• Integrated services: EKS integrates with other AWS services, such as Amazon Elastic Container Registry (ECR), Amazon Elastic Load Balancing (ELB), and Amazon CloudWatch. This makes it easy to build and deploy containerized applications on AWS.
  • Secure by default: EKS is secure by default. It uses industry-standard security features, such as encryption and authentication, to protect your Kubernetes clusters.

Here are some of the use cases for Amazon EKS:

  • Running containerized applications: EKS is a great way to run containerized applications on AWS. It provides a scalable and reliable environment for running your applications.
  • DevOps: EKS can be used to automate the deployment and management of containerized applications. This can help you improve your DevOps processes.
  • Hybrid and multi-cloud deployments: EKS can be used to deploy Kubernetes clusters in hybrid and multi-cloud environments. This gives you the flexibility to run your applications on the best platform for each workload.

Azure Kubernetes Service (AKS)

AKS Kubernetes

Azure Kubernetes Service (AKS) simplifies deploying a managed Kubernetes cluster in Azure by offloading the operational overhead to Azure. As a hosted Kubernetes service, Azure handles critical tasks, like health monitoring and maintenance. When you create an AKS cluster, a control plane is automatically created and configured. This control plane is provided at no cost as a managed Azure resource abstracted from the user. You only pay for and manage the nodes attached to the AKS cluster.

Here are some of the benefits of using Azure AKS:

  • Managed Kubernetes control plane: AKS manages the Kubernetes control plane for you, so you don’t have to worry about its availability, scalability, or security.
  • Simple cluster creation: You can create an AKS cluster with just a few clicks. AKS also supports a variety of cluster configurations, so you can choose the one that best meets your needs.
  • Integrated services: AKS integrates with other Azure services, such as Azure Container Registry (ACR), Azure Load Balancing, and Azure Monitor. This makes it easy to build and deploy containerized applications on Azure.
  • Secure by default: AKS is secure by default. It uses industry-standard security features, such as encryption and authentication, to protect your Kubernetes clusters.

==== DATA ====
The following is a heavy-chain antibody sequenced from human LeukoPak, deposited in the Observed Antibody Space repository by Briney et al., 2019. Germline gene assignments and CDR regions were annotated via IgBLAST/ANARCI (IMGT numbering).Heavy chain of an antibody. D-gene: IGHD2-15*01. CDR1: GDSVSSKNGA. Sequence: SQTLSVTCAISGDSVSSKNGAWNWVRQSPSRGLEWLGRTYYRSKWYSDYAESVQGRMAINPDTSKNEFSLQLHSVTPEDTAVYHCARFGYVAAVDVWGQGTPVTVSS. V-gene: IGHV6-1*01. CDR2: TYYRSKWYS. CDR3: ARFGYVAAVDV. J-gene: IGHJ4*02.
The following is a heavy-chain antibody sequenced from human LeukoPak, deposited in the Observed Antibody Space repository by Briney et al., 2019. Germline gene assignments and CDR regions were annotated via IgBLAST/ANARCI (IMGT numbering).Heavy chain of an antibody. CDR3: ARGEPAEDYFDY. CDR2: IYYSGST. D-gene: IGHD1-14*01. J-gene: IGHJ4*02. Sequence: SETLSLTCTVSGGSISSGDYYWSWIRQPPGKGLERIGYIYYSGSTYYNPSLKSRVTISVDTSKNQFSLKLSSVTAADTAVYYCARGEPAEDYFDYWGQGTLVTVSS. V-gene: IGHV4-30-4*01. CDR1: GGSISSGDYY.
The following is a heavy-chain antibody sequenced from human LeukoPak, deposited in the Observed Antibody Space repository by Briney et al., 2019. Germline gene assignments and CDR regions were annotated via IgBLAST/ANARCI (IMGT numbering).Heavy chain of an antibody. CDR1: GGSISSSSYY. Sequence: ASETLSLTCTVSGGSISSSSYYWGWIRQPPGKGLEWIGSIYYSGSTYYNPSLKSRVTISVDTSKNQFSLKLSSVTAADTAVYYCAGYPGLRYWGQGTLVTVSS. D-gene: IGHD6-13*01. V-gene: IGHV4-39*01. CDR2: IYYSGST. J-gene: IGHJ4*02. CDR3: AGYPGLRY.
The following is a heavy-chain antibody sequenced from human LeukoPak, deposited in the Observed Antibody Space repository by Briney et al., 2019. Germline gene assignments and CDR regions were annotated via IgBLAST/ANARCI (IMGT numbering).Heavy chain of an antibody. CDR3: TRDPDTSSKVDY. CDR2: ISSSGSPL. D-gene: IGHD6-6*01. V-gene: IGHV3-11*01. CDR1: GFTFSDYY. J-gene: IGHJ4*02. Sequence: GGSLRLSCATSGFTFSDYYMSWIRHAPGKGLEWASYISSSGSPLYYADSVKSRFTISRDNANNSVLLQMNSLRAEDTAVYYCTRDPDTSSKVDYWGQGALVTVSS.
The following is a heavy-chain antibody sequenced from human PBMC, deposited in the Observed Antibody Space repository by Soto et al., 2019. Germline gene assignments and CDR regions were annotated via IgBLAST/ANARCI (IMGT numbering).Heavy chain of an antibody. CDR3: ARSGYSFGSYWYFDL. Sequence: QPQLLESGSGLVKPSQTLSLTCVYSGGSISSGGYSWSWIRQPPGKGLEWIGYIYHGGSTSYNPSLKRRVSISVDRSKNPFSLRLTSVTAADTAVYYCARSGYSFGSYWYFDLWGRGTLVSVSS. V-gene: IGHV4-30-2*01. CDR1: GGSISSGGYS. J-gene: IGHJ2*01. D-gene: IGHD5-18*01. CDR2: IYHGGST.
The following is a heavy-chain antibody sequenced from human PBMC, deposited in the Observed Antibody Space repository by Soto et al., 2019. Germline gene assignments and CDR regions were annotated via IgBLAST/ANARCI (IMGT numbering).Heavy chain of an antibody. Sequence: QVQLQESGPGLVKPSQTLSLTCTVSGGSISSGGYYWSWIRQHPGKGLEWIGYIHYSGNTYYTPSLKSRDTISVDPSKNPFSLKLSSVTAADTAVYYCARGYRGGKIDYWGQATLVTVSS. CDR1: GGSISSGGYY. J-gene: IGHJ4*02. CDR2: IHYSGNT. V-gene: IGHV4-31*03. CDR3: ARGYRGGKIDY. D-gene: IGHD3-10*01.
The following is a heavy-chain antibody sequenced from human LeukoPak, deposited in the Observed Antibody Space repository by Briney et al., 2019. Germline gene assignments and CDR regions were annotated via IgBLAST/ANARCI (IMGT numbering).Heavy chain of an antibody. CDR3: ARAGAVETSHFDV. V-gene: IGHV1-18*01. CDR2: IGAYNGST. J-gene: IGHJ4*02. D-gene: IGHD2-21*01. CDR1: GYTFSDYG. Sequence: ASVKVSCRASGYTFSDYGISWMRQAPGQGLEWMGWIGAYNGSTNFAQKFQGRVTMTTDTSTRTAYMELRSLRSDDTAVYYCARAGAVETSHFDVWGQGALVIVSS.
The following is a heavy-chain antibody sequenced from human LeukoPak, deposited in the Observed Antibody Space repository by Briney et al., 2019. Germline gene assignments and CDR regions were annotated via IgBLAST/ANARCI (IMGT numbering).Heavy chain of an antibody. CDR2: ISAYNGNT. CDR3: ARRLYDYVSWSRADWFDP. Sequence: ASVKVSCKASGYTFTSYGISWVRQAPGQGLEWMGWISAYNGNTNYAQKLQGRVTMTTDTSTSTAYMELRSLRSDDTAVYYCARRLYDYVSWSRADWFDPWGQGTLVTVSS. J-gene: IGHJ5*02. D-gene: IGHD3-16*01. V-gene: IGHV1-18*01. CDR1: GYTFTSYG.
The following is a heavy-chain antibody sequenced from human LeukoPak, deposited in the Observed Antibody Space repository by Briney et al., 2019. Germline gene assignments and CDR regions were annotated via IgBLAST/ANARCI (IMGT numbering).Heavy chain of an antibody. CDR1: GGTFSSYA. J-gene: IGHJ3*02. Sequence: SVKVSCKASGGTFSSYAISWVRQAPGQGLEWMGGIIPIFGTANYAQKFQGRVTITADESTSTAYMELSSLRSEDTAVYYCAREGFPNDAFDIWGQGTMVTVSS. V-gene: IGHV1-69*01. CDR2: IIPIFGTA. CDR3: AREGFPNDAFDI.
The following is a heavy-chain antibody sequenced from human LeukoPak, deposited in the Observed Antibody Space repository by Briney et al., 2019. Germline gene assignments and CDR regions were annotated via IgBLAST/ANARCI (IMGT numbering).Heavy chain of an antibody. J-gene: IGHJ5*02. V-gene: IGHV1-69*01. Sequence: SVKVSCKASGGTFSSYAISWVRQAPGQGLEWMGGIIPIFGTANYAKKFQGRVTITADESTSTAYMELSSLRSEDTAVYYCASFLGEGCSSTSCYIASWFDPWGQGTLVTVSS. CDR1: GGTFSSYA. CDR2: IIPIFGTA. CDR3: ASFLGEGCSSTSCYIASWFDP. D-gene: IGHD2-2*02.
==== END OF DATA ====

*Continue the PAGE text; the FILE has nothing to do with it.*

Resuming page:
Comparing Managed Kubernetes Services : GKE, EKS, AKS

Now that we’ve met our Kubernetes Managed Services, let’s compare Kubernetes GKE, EKS, AKS in some key areas.

ProductGoogle Kubernetes Engine (GKE)Amazon Elastic Kubernetes Service
Azure Kubernetes Service (AKS)
Release NotesGKE release notesAmazon EKS Kubernetes versionsAKS releases
Supported versions

Source GKE


Source EKS


Source AKS
Max number of clusters per region50/zone + 50 regional clusters100 (can be increased on request)1000 (maximum number of clusters per account)
Max nodes per cluster15000135001000
Max pods per Node256 (Standard GKE)
32 ( Autopilot)
Max containers per cluster400,000 (Standard GKE)
25,000 ( Autopilot)
Not DefinedNot Defined
Max containers per cluster200,000 (Standard GKE)
25,000 ( Autopilot)
Not DefinedNot Defined
Upgrades and Maintainance
Control plane upgradesAutomatic + ManualAutomatic + ManualAutomatic + Manual
Worker nodes upgradesAutomatic + ManualAutomatic + ManualAutomatic + Manual
Container runtimeContainerd (default from 1.19)
Docker (deprecated)
ContainerdContainerd (from 1.19)
Docker (before 1.19)
SandboxgVisorNot availablePreview kata-containers

99.5% (zonal), 99.95% (regional), 99.95% (Autopilot cluster), 99.9% (Autopilot pods in multiple zones)99,95%99.95% (with az), 99.9% (without az)
Container NetworkingNative GKE CNI, Cilium, CalicoAmazon VPC CNI (official support)
Cilium, Calico, Weave Net, Antrea
 Kubenet, Azure CNI (support Calico), and Bring Your Own CNI
Cilium on the dataplane.
Service meshAnthosAWS AppMesh, IstioIstio, Linkered, Consul
L4 load balancing✔️✔️✔️
L7 load balancing✔️✔️✔️
Cluster Autoscaling✔️✔️✔️
Vertical Pod Autoscaling✔️✔️✔️
Horizontal Pod Autoscaling✔️✔️✔️
Control plane replica✔️✔️Not documented
Control plane in multiple zones✔️✔️✔️
Control plane in multiple regions✖︎✖︎✖︎
Nodes in multiple zones✔️✔️✔️
Nodes in multiple regions✔️✔️✔️
Infrastructure as CodeTerraform supportTerraform supportTerraform support

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In conclusion, Managed Kubernetes Services GKE, EKS, and AKS are like three different cars on the same racetrack. They all have their unique strengths and features, and the one you choose should align with your goals, budget, and existing infrastructure.

So, put on your seatbelt and get ready to accelerate your containerized applications with the managed Kubernetes provider that suits you best.

Are you looking to get deeper insights about kubernetes and being certified CKAD , CKA or CKS .

Check my lastest blog here :

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  • Mohamed BEN HASSINE

    Mohamed BEN HASSINE is a Hands-On Cloud Solution Architect based out of France. he has been working on Java, Web , API and Cloud technologies for over 12 years and still going strong for learning new things. Actually , he plays the role of Cloud / Application Architect in Paris ,while he is designing cloud native solutions and APIs ( REST , gRPC). using cutting edge technologies ( GCP / Kubernetes / APIGEE / Java / Python )